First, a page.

aloof

adjective
\ ə-ˈlüf How to pronounce aloof (audio) \

Definition of aloof

 (Entry 1 of 2)

: removed or distant either physically or emotionally an aloof, unfriendly manner He stood aloof from worldly success.— John Buchan

aloof

adverb

Definition of aloof (Entry 2 of 2)

: at a distance trying to keep failure aloof

Other Words from aloof

Adjective

aloofly adverb

Choose the Right Synonym for aloof

Adjective

indifferent, unconcerned, incurious, aloof, detached, disinterested mean not showing or feeling interest. indifferent implies neutrality of attitude from lack of inclination, preference, or prejudice. indifferent to the dictates of fashion unconcerned suggests a lack of sensitivity or regard for others' needs or troubles. unconcerned about the homeless incurious implies an inability to take a normal interest due to dullness of mind or to self-centeredness. incurious about the world aloof suggests a cool reserve arising from a sense of superiority or disdain for inferiors or from shyness. aloof from his coworkers detached implies an objective attitude achieved through absence of prejudice or selfishness. observed family gatherings with detached amusement disinterested implies a circumstantial freedom from concern for personal or especially financial advantage that enables one to judge or advise without bias. judged by a panel of disinterested observers

Can you be loof instead of aloof?

The English language has a large number of words that contain a negative prefix, and for the most part these will leave us with an easy way to understand these words if we take their prefixes away. Disinclined is "the state or condition of not being inclined to do something," unaware means "not being aware," and amoral refers to not being moral. Every so often, however, we come across specimens which appear somewhat odd if we take away the prefix; if disgruntled means “discontented” then does gruntle mean “to make content”? And if aloof means “emotionally or physically distant” then must loof mean “emotionally or physically close”?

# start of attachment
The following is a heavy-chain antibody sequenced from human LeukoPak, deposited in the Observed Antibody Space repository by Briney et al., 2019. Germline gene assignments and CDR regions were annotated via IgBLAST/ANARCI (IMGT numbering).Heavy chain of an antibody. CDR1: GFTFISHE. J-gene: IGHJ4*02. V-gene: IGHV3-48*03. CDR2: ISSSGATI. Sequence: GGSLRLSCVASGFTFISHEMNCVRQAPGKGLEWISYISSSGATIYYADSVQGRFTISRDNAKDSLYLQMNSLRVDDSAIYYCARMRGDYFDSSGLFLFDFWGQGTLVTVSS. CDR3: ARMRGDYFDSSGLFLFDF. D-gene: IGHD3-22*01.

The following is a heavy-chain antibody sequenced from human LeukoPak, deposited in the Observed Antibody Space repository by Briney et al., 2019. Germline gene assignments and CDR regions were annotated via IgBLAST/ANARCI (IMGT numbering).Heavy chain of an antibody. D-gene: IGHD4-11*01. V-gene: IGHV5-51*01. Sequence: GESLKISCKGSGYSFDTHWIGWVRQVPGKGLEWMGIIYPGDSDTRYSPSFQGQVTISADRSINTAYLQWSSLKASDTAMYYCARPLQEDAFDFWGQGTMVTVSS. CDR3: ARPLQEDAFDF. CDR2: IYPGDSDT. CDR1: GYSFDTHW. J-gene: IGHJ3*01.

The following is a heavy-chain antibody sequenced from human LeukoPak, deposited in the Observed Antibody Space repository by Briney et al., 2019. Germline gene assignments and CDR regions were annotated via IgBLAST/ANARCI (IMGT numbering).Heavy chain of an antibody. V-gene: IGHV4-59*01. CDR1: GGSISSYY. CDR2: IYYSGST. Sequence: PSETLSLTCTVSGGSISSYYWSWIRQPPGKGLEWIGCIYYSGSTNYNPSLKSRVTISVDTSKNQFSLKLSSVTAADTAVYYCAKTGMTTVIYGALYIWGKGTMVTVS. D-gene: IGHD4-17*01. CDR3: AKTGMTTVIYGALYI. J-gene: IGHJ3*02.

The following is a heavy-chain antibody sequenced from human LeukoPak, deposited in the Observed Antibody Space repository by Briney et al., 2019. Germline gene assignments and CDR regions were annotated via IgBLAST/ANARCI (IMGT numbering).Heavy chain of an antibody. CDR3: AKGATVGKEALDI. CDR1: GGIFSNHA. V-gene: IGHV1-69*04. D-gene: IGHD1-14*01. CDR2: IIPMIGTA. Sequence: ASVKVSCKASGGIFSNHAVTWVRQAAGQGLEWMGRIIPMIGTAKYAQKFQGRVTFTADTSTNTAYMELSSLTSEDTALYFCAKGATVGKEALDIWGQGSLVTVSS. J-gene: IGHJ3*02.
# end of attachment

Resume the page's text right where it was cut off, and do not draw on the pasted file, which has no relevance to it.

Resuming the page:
It’s a bit complicated. In the case of gruntle, the word does indeed mean “to put in a good humor,” but only because people began using it in this fashion in the early 20th century as a jocular back-formation from disgruntle. Gruntle had an earlier sense, which was “grumble,” and the dis- in disgruntle was an intensifying prefix rather than a negative one. In the case of aloof the a- is a negative prefix, but loof did not mean “close.” This word is a variant of luff, which referred to the side of a ship, and the earliest sense of aloof was “to windward.” Soon after the word entered English it began to be used to mean “at a distance,” and soon after that took on the meaning of “physically or emotionally removed.”

Examples of aloof in a Sentence

Adjective In truth, he isn't so much aloof as he is courtly in a formal, afternoon-tea sort of way. — Joe Klein, Time, 21 July 2003 Most American journalists who "do" politics cannot resist getting to know the Players. Walter Lippmann was typical of an earlier generation, the disinterested wise man who remained aloof, chiselling great thoughts on marble columns. — Gore Vidal, Nation, 12 June 1995 Jeremy Price (this name and a few others have been changed), a black teacher from St. Paul's, tried a few times to make small talk, but he was a Brahmin from another planet: cool, ironic, aloof. — Lorene Cary, Black Ice, 1991 Somehow, I remember the fireworks man as solitary, aloof, coveralled, perhaps sooty, staring straight ahead as he came, perhaps reflecting back on the trench-war violence he had just been a part of … — George Plimpton, Fireworks, 1984 They tried to keep aloof from the politics of the day. the new kid was really not so aloof as we thought him at first, just painfully shy See More